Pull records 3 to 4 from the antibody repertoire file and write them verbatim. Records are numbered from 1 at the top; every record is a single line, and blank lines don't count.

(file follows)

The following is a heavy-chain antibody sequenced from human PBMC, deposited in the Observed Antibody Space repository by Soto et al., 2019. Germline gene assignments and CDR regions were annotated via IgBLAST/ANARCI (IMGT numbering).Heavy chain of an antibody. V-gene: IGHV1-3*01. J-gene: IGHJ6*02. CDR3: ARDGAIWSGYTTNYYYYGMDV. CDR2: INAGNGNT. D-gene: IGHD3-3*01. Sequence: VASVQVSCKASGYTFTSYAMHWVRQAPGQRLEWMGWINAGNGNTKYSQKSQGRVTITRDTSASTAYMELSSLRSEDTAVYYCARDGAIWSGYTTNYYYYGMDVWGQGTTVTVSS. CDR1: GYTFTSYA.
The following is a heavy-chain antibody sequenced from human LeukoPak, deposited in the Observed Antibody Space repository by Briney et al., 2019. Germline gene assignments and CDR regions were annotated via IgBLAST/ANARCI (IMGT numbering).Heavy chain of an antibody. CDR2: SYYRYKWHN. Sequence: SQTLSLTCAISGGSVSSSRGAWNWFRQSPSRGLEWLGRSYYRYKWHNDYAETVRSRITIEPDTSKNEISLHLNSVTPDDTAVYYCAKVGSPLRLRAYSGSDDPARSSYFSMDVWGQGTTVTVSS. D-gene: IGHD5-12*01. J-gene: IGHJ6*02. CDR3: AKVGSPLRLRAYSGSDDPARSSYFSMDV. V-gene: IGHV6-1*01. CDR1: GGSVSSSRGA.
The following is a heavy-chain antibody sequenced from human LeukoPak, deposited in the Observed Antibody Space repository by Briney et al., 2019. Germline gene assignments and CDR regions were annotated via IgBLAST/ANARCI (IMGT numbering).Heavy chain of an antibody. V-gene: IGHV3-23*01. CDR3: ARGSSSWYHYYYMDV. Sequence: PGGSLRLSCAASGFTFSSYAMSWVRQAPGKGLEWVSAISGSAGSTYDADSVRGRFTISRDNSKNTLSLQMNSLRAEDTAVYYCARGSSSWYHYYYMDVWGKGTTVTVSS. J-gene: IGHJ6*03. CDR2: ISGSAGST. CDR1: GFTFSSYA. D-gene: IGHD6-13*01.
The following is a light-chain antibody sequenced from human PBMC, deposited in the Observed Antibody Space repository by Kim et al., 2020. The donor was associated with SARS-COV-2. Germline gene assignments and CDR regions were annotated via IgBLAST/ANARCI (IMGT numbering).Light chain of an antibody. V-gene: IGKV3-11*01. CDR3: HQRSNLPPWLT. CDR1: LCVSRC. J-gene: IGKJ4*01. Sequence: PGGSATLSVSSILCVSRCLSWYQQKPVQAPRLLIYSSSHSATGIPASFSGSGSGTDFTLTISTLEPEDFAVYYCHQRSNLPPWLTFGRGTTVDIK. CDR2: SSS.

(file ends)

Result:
The following is a heavy-chain antibody sequenced from human LeukoPak, deposited in the Observed Antibody Space repository by Briney et al., 2019. Germline gene assignments and CDR regions were annotated via IgBLAST/ANARCI (IMGT numbering).Heavy chain of an antibody. V-gene: IGHV3-23*01. CDR3: ARGSSSWYHYYYMDV. Sequence: PGGSLRLSCAASGFTFSSYAMSWVRQAPGKGLEWVSAISGSAGSTYDADSVRGRFTISRDNSKNTLSLQMNSLRAEDTAVYYCARGSSSWYHYYYMDVWGKGTTVTVSS. J-gene: IGHJ6*03. CDR2: ISGSAGST. CDR1: GFTFSSYA. D-gene: IGHD6-13*01.
The following is a light-chain antibody sequenced from human PBMC, deposited in the Observed Antibody Space repository by Kim et al., 2020. The donor was associated with SARS-COV-2. Germline gene assignments and CDR regions were annotated via IgBLAST/ANARCI (IMGT numbering).Light chain of an antibody. V-gene: IGKV3-11*01. CDR3: HQRSNLPPWLT. CDR1: LCVSRC. J-gene: IGKJ4*01. Sequence: PGGSATLSVSSILCVSRCLSWYQQKPVQAPRLLIYSSSHSATGIPASFSGSGSGTDFTLTISTLEPEDFAVYYCHQRSNLPPWLTFGRGTTVDIK. CDR2: SSS.